Facebook’s God complex: No data for the “wicked”

I was quoted recently in a TechCrunch article about the ongoing battle between Google and Facebook to draw users to their respective social networking services. In the article, The Only Backdoor Left To Sneak Your Facebook Friends Into Google+ Is Yahoo, Erick Schonfeld writes:

‘Over the weekend, Facebook blocked a Google Chrome extension called the Facebook Friend Exporter. And in fact, Facebook changed its OAuth 2.0 API in such a way that it “suddenly removed email addresses from the queries without warning,” says Owen Mundy, creator of Give Me My Data. Other data can still be exported, just not your friends’ email addresses.’ [1]

I wanted to clarify something about the above because my contribution is slightly vague. I also wanted to elaborate for other developers and people interested in how to get their data, specifically the email addresses *out* of Facebook.

Getting your data our of Facebook is a hot issue right now with the emergence of Google+. It’s important to be able to preserve your data, especially in the event you want to exit Facebook, or prepare for its possible demise. I think most people don’t care which social networking software they use, as long as they can stay in touch with their friends. Many depend on Facebook to keep their friends’ contact information up to date. Their friends’ phone numbers, emails, and physical addresses may have changed, but they can still be found on Facebook.

This is one great benefit of Facebook, but I think they’ve come to take a higher-than-thou approach to user data. For example, if I use a single software on my computer to manage contact data for my friends, send them messages with pictures, etc., I am not locked-into a contract with the machine nor the software. I physically have the device that stores this data in my possession, and therefore can do whatever I like with it—assuming I can wrangle my data out of it.

One of the great benefits of the cloud is access, right? Wrong. Facebook has a god’s eye view regarding the matter of our data. The view from on high is that they can do whatever benefits Facebook, not necessarily the user. So they continue profiting from our activity while protecting it’s evidence from any company/person/software which could compromise their lead in social networking. Unfortunately this includes us, so we are ultimately at their mercy.

But Facebook is not a merciless God. They don’t charge to use their service or store my data. This is the tradeoff. We sacrifice privacy—our right to not be tracked, advertised to, or sniffed by governments—in order to play games, have stupid political debates, and post pictures of our kids. So, they have the right to allow or prevent access to this information, regardless of whether it is right.

Regarding getting email addresses of your contacts, as far as I know, there are three ways to mass export your friends’ contact data, only one of which is currently allowed by Facebook.

Hacking

The Facebook Friend Exporter, created by Mohamed Mansour, is a browser extension that works independent of the Facebook API. It scrapes your friends’ contact data from the Facebook pages you visit and exports them as CSV. First, Facebook’s rules here for reusing this type of data are not exactly clear. While they don’t explicitly ban saving the contact info of your friends, the have a catch-all statement that tries to set guidelines for doing so. One could argue by accepting your friend request a user has already consented to sharing with you.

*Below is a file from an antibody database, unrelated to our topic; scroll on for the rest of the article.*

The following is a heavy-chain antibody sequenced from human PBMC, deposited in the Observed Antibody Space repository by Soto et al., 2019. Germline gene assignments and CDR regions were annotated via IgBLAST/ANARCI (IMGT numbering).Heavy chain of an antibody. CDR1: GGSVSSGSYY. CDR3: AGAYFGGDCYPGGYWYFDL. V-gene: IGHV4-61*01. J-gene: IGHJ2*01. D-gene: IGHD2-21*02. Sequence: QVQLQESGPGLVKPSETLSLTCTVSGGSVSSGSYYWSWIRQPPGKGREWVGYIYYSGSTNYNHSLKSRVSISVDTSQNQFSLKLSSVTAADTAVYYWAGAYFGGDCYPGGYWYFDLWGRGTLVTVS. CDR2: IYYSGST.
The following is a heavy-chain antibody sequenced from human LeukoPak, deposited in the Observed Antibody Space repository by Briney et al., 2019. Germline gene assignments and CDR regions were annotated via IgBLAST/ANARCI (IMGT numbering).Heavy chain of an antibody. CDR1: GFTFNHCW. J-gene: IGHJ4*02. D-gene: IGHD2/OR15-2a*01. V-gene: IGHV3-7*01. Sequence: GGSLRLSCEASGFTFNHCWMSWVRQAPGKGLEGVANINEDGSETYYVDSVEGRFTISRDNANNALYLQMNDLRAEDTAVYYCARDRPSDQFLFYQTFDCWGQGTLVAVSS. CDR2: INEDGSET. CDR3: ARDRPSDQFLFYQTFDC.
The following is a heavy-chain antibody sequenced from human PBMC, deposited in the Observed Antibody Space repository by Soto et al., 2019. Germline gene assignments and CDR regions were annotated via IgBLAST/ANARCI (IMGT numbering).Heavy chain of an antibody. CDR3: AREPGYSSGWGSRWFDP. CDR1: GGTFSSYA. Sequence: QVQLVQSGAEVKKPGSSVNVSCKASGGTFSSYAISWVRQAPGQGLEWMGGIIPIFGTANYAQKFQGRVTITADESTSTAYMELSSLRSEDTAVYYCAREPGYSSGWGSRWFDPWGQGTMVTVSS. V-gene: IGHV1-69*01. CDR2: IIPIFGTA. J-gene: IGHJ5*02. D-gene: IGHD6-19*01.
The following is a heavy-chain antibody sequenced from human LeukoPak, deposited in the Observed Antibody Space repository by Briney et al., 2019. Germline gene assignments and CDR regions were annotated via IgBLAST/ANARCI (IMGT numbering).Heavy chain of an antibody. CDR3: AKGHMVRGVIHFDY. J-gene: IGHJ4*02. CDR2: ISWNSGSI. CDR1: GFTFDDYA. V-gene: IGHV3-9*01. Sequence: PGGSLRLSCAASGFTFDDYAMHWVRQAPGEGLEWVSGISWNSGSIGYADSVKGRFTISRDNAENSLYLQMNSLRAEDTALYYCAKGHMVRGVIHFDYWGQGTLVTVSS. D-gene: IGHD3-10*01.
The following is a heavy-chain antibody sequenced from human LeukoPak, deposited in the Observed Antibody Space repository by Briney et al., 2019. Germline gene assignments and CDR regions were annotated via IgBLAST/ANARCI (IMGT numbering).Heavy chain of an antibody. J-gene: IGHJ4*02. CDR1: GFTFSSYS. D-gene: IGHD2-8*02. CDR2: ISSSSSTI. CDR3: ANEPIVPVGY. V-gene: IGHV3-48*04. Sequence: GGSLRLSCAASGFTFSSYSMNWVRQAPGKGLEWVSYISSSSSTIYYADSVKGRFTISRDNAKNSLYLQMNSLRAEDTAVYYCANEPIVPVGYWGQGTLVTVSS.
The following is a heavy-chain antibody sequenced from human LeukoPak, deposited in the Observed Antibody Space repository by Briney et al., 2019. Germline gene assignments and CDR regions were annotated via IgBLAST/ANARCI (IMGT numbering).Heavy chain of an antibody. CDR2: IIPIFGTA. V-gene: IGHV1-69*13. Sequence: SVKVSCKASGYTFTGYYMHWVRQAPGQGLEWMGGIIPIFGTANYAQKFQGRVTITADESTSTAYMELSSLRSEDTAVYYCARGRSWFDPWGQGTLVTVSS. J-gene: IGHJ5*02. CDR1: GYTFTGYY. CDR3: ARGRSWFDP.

“If you collect information from users, you will: obtain their consent, make it clear you (and not Facebook) are the one collecting their information, and post a privacy policy explaining what information you collect and how you will use it.” [2]

One thing that is clear is the method the Facebook Friend Exporter extension uses is banned according to Facebook’s Statement of Rights and Responsibilities:

“You will not collect users’ content or information, or otherwise access Facebook, using automated means (such as harvesting bots, robots, spiders, or scrapers) without our permission.” [2]

And as expected, Facebook has taken measures to prevent Mansour’s app from working.

“Mansour says that Facebook removed emails from their mobile site, which were critical to the original design of his extension. He told me that the company had implemented a throttling mechanism: if you visit any friend page five times in a short period of time, the email field is removed.” [3]

This is not the first time Facebook has referenced their Statement of Rights and Responsibilities to take measures to keep user data from hackers, artists, or competitors. In 2010 they served moddr and other makers of the Web 2.0 Suicide Machine with a cease and desist letter to prevent them from providing a service for Facebook users to delete their accounts. The letter, which claimed the project was guilty of “Soliciting users’ Facebook login information; Accessing a Facebook account belonging to someone else; Collecting Facebook users’ content or information using automated means such as scripts or scrapers without Facebook’s permission” was possibly effective. Currently only users of MySpace, LinkedIn and Twitter can commit “virtual suicide.”

The Face to Facebook (see image on left) project by Paolo Cirio and Alessandro Ludovico stole one-million Facebook profiles, filtered them with face-recognition software, and then posted them on a fake dating website sorted by facial characteristics. From a statement by the makers: